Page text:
Discussing the reasons for the Clinton administration's proposal to strengthen the CRA and further reduce red-lining, Lloyd Bentsen, Secretary of the Treasury at that time, affirmed his belief that availability of credit should not depend on where a person lives..."

At 4/27/2011 4:31 PM, Blogger Benjamin Cole said...

So Morgan Frank, aka Chicken Inflation Little:

What caused the mirror meltdown in commercial real estate?

At 4/27/2011 4:39 PM, Blogger PeakTrader said...

Steve, the government created a system that almost anyone could take advantage of, not just low income households.

At 4/27/2011 4:41 PM, Blogger morganovich said...


that argument is completely flawed argument and his evidence is haphazard and often flat out false.

ask countrywide how the CRA portfolio worked out.

all his default info is queered by GSE guarantees.

low end property DID go up more that the upper middle stuff. oakland and a bunch of crummy east bay towns appreciated far more than san francisco, for example.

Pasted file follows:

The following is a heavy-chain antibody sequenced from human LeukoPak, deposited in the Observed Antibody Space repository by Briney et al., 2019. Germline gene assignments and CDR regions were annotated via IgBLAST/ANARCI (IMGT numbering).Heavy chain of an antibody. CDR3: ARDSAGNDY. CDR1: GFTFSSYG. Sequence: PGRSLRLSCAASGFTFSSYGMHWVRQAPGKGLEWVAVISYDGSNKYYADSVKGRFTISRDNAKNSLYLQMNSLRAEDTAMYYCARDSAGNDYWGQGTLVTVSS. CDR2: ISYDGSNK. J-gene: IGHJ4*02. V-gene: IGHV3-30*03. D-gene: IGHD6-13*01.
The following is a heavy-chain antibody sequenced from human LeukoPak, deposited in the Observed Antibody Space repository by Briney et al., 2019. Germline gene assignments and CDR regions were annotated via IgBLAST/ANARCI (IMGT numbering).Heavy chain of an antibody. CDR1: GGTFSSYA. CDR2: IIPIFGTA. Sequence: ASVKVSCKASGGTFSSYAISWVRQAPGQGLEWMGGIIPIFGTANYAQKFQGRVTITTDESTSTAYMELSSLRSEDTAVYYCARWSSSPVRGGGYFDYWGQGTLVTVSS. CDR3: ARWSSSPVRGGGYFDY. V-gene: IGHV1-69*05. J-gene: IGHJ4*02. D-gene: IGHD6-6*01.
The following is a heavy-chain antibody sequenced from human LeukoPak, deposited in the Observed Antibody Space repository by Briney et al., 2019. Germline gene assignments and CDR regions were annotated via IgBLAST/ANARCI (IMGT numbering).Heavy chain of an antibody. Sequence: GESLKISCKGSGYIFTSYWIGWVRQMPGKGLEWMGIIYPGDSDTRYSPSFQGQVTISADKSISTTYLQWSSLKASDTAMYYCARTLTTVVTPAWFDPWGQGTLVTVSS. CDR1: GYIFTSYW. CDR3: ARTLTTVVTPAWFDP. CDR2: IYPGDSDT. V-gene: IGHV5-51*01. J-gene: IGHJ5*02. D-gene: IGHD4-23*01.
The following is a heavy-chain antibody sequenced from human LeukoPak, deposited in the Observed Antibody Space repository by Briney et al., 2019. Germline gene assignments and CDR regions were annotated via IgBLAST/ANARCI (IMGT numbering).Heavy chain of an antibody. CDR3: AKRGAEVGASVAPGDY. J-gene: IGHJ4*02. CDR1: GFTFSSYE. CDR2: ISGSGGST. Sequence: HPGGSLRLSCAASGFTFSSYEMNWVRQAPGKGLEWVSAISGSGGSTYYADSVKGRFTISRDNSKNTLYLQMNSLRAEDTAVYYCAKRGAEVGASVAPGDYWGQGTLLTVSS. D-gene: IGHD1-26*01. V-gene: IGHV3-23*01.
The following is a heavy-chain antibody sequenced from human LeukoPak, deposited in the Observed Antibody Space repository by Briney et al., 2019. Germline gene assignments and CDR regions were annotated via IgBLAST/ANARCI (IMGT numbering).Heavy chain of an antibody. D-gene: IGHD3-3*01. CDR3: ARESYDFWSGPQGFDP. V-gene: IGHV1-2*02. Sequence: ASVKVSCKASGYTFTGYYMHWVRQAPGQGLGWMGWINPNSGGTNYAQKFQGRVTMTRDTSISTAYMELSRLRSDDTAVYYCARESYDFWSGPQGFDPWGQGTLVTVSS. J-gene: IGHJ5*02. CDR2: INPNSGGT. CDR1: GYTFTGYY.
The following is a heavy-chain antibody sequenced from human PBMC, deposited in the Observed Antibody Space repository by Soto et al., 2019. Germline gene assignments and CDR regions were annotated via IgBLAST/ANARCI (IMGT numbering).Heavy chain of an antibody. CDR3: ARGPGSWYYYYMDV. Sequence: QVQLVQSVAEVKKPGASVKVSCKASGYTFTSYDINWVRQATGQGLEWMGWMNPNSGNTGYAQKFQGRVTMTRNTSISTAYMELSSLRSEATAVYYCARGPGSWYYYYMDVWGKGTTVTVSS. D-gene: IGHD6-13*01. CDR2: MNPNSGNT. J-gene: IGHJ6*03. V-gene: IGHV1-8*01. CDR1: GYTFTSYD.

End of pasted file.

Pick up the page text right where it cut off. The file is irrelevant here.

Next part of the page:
he's also working from a completely false premise that you can tell what a "CRA mandated loan" was. he's so ignorant on this topic that he doesn't even understand how the standards work.

CRA mandated certain ratios of loans to minorities and low income buyers. but how can you tell which was which?

there is extremely compelling data that average FICO score dropped a great deal and that those low FICO borrowers defaulted disproportionately.

the BUST was certainly cause predominantly by subprime. this is why places like san francisco barely saw a hiccup and place like oakland and vallejo crashed.

all over the country, prices fell far more in poor neighborhoods than rich. that shows you where the bubble was biggest.

also note: it was not CRA alone that drove this mess. without the GSE's, it would not have happened either (or at least to nothing like the extent).

the GSE's were the much bigger problem and drove rates to absurd levels. they have been 40-70% of the mortgage market.

the lived off a cost of capital arbitrage based on having government guarantees, then used those guarantees to stick the taxpayers.

but again, they only drove the low end as they only buy conforming loans.

if you want to see where the market really went parabolic, look at when the GSE's dropped their lending standards and went headlong into deep subprime.

At 4/27/2011 4:43 PM, Blogger morganovich said...

ps -

if this was all "at the request of the financial institutions", then why were guys like citibank fighting the CRA in court?